Lord of the Lost with Esoterica – The Thekla, Bristol – 24 September 2023
Sunday saw me venture way out of my comfort zone, to *gasp* a metal gig. I wasn’t a huge fan of Lord of the Lost but I’d heard good things about their live show and it’s not going to be possible to see them in a relatively small venue like the Thekla for long.
The gig was sold out and I was nowhere near the front, so there are not a lot of photos. Plus I was having too much fun – the amount of photos I take is inversely proportional to how much I am bouncing around.
I was dreading a support band at a metal gig, but Esoterica were not bad at all. Their visual presentation was not my bag (a row of guitarists headbanging in unison does nothing to me) but the sound wasn’t too many degrees of separation from my jam – I had them pegged as a heavier version of Dreadful Shadows even before they pulled out a cover of True Faith – not as good as the Dreadful Shadows version, but not a travesty of the source material either. So they did exactly what a support band shoudl do – entertain the audience, warm us up, but not upstage the main event.
At this point, Lord of the Lost need no introduction. I came to them in a roundabout way, through Wisborg (perennial favourites of mine) supporting them on a recent tour in Germany.
LOTL have been described as a metal band for people who don’t like metal. Which is me.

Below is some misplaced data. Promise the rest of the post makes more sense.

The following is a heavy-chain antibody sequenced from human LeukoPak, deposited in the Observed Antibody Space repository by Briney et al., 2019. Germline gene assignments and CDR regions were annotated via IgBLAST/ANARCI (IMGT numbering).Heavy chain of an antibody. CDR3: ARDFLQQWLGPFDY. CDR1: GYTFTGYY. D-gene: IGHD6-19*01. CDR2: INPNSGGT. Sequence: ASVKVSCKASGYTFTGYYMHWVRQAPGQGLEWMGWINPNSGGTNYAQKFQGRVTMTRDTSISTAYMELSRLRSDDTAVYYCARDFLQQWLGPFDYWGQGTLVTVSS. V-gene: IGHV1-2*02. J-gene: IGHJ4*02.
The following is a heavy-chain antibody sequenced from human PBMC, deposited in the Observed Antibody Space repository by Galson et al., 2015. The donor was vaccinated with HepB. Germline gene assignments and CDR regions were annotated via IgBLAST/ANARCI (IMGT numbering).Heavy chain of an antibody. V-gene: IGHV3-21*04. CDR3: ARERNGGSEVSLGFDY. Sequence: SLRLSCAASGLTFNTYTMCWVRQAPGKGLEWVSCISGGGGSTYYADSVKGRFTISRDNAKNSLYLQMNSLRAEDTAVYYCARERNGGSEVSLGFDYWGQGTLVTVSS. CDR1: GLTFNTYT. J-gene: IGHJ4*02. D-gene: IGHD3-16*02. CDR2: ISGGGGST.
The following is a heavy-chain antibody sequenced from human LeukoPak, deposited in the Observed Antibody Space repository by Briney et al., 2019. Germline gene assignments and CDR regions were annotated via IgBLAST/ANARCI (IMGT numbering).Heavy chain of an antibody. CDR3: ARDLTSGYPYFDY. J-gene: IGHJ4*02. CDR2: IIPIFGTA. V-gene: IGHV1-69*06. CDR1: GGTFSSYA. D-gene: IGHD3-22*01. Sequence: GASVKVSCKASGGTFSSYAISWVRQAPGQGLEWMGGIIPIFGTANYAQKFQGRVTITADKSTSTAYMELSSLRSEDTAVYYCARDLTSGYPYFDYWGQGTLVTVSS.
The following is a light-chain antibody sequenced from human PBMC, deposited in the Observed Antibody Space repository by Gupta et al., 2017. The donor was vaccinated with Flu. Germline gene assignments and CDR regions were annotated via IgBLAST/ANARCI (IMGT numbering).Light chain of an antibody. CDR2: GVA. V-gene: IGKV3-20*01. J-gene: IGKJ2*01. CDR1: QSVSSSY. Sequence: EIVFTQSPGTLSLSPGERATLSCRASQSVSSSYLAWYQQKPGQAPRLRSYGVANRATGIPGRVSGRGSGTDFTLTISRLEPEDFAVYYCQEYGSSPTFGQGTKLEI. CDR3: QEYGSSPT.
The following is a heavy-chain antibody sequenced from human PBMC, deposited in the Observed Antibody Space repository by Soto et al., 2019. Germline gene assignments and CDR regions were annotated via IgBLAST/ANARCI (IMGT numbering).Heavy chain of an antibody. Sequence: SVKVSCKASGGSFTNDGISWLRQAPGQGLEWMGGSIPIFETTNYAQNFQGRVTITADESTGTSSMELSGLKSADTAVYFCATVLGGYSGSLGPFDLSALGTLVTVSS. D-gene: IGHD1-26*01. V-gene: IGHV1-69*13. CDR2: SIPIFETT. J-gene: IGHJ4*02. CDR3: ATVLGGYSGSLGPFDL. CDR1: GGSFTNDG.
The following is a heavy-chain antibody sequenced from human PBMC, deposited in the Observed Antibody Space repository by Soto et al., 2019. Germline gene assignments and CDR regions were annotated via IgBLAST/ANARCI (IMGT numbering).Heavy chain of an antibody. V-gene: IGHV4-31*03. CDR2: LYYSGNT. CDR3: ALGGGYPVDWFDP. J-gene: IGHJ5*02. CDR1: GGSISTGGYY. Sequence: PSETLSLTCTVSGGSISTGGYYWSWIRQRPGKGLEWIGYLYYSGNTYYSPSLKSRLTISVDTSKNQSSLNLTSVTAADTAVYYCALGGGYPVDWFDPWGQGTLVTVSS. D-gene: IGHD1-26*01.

Obviously, since they did Eurovision, they are really good at aesthetic and performance, so I went in with Expectations. It’s easy to knock ’em dead when you have the costumes, props, lighting etc of Eurovision behind you. There’s not room for any of that at the Thekla – the show would succeed or fail on its own merits.
And such merits they were. Oh. My. God. This is a front runner for “most surprising performance of the year”. There’s good, and then there’s wildly, euphorically, please-don’t-let-it-end fun.
Chris is one hell of a showman, and the band adapted perfectly to the size of the venue – no mean feat when they are playing venues of various sizes on this tour (and their recent support slot for Iron Maiden will have got them used to stadia).
They did almost all the songs I was waiting for. (with the absence of Cha Cha Cha). I disliked Leave Your Hate in the Comments until Chris told the back story – this was the emotional part of the show, wehre he talked about how great their audience is so diverse and how they got (and still get) a lot of abuse for not fitting in to one narrow genre of music and image but well, they did get somewhere by doing their own thing. (The song was also better live, and now that it makes sense I am warming to the recorded version). They played for an impressive hour and three quarters without a break for the encore. The show started out solid and just got more interesting and intense with every track. Did I find myself jumping up and down singing along with my friends? Absolutely!
Since the show I have listened to the Blood and Glitter album a lot, and there’s more to it than I picked up on a casual listen. It should be a mess of competing styles, but the songs are solidly constructed and arranged. Now it’s on replay in my head as well as on my phone.
So. Went in with the attitude of “go on, impress me” and left a convert.
The tag line of this blog is “finding the beauty and fun in music and books”, and this gig is absolutely a case in point – I not only thought it was tremendous fun, I found it moving in parts and generally life-affirming. Art doesn’t have to be High Art or part of some externally-curated canon to speak to your soul.